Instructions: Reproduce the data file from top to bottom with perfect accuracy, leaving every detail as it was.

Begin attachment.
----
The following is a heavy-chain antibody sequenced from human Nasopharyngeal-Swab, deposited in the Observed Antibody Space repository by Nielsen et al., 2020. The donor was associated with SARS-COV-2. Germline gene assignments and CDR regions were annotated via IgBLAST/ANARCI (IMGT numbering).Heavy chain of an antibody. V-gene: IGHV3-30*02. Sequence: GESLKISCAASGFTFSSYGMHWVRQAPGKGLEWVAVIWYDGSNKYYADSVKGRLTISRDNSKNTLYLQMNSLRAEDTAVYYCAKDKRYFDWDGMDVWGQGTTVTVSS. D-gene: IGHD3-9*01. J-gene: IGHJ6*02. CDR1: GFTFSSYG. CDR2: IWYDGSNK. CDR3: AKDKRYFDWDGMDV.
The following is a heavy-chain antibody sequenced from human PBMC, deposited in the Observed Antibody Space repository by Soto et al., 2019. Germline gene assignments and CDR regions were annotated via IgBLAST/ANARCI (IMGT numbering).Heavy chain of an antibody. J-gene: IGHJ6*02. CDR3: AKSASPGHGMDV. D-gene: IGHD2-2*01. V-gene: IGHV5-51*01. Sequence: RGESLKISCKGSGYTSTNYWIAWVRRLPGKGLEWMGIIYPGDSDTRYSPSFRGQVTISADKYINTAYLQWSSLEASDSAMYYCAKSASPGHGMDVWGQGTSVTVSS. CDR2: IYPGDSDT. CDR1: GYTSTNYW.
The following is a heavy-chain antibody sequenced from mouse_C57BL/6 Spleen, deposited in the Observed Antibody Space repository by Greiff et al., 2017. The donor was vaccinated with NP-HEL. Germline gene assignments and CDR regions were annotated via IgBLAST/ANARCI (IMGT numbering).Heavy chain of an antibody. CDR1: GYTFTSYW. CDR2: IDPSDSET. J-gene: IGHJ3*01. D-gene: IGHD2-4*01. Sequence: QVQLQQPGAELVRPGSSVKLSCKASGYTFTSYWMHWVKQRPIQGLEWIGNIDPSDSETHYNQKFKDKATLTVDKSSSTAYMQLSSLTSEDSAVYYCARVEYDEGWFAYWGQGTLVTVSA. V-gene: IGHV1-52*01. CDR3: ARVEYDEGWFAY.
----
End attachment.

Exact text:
The following is a heavy-chain antibody sequenced from human Nasopharyngeal-Swab, deposited in the Observed Antibody Space repository by Nielsen et al., 2020. The donor was associated with SARS-COV-2. Germline gene assignments and CDR regions were annotated via IgBLAST/ANARCI (IMGT numbering).Heavy chain of an antibody. V-gene: IGHV3-30*02. Sequence: GESLKISCAASGFTFSSYGMHWVRQAPGKGLEWVAVIWYDGSNKYYADSVKGRLTISRDNSKNTLYLQMNSLRAEDTAVYYCAKDKRYFDWDGMDVWGQGTTVTVSS. D-gene: IGHD3-9*01. J-gene: IGHJ6*02. CDR1: GFTFSSYG. CDR2: IWYDGSNK. CDR3: AKDKRYFDWDGMDV.
The following is a heavy-chain antibody sequenced from human PBMC, deposited in the Observed Antibody Space repository by Soto et al., 2019. Germline gene assignments and CDR regions were annotated via IgBLAST/ANARCI (IMGT numbering).Heavy chain of an antibody. J-gene: IGHJ6*02. CDR3: AKSASPGHGMDV. D-gene: IGHD2-2*01. V-gene: IGHV5-51*01. Sequence: RGESLKISCKGSGYTSTNYWIAWVRRLPGKGLEWMGIIYPGDSDTRYSPSFRGQVTISADKYINTAYLQWSSLEASDSAMYYCAKSASPGHGMDVWGQGTSVTVSS. CDR2: IYPGDSDT. CDR1: GYTSTNYW.
The following is a heavy-chain antibody sequenced from mouse_C57BL/6 Spleen, deposited in the Observed Antibody Space repository by Greiff et al., 2017. The donor was vaccinated with NP-HEL. Germline gene assignments and CDR regions were annotated via IgBLAST/ANARCI (IMGT numbering).Heavy chain of an antibody. CDR1: GYTFTSYW. CDR2: IDPSDSET. J-gene: IGHJ3*01. D-gene: IGHD2-4*01. Sequence: QVQLQQPGAELVRPGSSVKLSCKASGYTFTSYWMHWVKQRPIQGLEWIGNIDPSDSETHYNQKFKDKATLTVDKSSSTAYMQLSSLTSEDSAVYYCARVEYDEGWFAYWGQGTLVTVSA. V-gene: IGHV1-52*01. CDR3: ARVEYDEGWFAY.